BOSTON -- I was sitting in a hotel bar outside Boston this past weekend when the bartender handed me a pair of menus, one for the regular restaurant fare, the other for a $33 prix fixe featuring, among other entrées, roasted Gulf of Maine silver hake and a "Chou Croute Garnie" (sauerkraut, smoked pork chop, strasbourg sausages, boiled new potatoes).
“Our Dine Out Boston menu," the bartender offered.
“Oh,” I asked, “is that like Restaurant Week?”
“It’s like Restaurant Week, but it’s not Restaurant Week, because Restaurant Week was becoming Restaurant Month."
“So this is in addition to Restaurant Week?”
“No, this is Restaurant Week. But we don't call it that any more.”
“Now it’s called Dine Out Boston?”
Yes, the local Restaurant Week – which hasn't been a single week for years, in just about any city – is now called Dine Out Boston. The idea has followed the inevitable trajectory of many great trends, from novelty to broad embrace to backlash to reinvention.
Most cities are still wallowing in that third stage. Here's Business Insider on "why New York foodies hate Restaurant Week." TIME more sweepingly concluded last year that restaurants from Atlantic City to Toledo hate it. The Washington City Paper wondered this winter whether the whole idea was a rip-off. Here, meanwhile, are your local Restaurant Week takedowns in Philadelphia, Chicago, Seattle, and Denver.
The complaints are pretty consistent. Restaurant Week occurs too often and lasts too long. It brings out "amateur eaters" who tip poorly, crowd out regular customers, and seldom return beyond deal season. Restaurants give them small portions, boring menus, and the cheapest cuts of meat. Worst of all, the strict price points spoil all the fun: The white table-cloth restaurants can't figure out how to get in three good courses under $38, while the kinds of places that normally sell $12 burgers could never offer a "deal" at that price anyway.
"We had a significant number of our restaurants – a hundred of them easily – that could not really come up with real value when we set the price points ourselves," says Pat Moscaritolo, the president and CEO of the Greater Boston Convention and Visitors Bureau, which has run Restaurant Week in town since 2001. "If you’re not giving them real value, not only are you not making them customers for life, they’re going to go to your present customers and tell them 'don’t come back.'"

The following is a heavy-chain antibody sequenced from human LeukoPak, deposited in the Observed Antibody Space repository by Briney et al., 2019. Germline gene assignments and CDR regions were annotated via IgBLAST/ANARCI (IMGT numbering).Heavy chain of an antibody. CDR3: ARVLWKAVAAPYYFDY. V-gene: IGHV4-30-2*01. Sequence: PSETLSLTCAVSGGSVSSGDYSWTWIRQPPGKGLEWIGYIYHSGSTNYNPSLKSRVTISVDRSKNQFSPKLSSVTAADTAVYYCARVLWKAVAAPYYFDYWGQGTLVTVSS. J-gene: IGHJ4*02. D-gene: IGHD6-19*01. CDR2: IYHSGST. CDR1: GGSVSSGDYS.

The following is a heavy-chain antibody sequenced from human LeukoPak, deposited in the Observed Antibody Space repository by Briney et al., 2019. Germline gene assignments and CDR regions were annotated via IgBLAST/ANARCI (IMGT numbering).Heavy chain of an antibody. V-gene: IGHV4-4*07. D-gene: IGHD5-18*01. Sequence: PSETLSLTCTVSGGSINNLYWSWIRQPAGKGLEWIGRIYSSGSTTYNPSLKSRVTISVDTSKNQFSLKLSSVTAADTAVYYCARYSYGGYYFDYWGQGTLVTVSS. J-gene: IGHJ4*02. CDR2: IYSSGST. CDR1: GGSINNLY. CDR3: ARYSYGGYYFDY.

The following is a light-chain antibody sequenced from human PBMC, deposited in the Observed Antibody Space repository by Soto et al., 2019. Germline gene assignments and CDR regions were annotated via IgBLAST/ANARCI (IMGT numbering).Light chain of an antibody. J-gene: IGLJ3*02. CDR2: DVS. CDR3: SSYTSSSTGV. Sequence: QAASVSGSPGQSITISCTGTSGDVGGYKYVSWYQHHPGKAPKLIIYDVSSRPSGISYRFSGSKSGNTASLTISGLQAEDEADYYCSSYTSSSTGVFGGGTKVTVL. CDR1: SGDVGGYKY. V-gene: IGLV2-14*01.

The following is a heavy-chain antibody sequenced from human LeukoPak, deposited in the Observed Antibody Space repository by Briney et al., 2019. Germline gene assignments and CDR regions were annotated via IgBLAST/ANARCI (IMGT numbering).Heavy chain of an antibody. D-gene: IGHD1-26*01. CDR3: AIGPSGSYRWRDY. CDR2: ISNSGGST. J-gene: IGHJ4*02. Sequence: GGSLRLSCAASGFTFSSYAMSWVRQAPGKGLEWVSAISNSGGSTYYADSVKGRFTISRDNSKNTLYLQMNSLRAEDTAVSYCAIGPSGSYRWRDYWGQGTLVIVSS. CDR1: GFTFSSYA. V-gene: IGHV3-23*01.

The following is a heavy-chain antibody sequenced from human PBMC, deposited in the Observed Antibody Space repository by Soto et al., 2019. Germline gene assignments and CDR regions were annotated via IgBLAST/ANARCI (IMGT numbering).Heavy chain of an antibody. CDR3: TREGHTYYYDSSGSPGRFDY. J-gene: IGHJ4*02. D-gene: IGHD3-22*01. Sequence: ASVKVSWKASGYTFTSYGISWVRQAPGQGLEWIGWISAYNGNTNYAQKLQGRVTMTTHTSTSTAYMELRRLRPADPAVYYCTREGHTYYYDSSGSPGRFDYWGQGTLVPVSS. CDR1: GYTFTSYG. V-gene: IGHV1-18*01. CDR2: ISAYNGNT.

So Boston re-imagined the basic economics of the promotion and rebranded it this year, a strategy further designed to support the city's push to become a "culinary destination" ("I hate when people say Beantown!" Moscaritolo says. "It’s just a personal thing I don’t like. 'Oh yeah, great! Banked beans – in Boston!'"). Now the event is trying to sever ties with both the local boredom over Restaurant Week and the bland national name. "Dine Out Boston," if nothing else, also ditches the false pretense that this thing lasts just one week.
In the spirit of copying good ideas – Moscaritolo believes Boston originally borrowed Restaurant Week from New York – other cities will no doubt now be tempted to do what Boston has done, improving on the concept while killing off the name. There is still something worthwhile, after all, to the economic-development exercise of introducing new chefs and diners en masse, even in the era of ubiquitous daily deals.
Boston's revamped version includes three price points for dinner ($28, $33, or $38) and lunch ($15, $20, or $25), with some people calling for even more variety. That at least opens the field a little wider. One rogue neighborhood in town is still sticking to the old Restaurant Week model. But Moscaritolo says 190 restaurants in the region participated in the first Dine Out Boston. That's down from last year, but he figures many restaurateurs were waiting to see what would happen.
Now if other cities are watching, too, they at least can't replicate the new name to exhaustion. "Well," Moscaritolo says, "they could do Dine Out DC in Washington. Or DC Dines Out."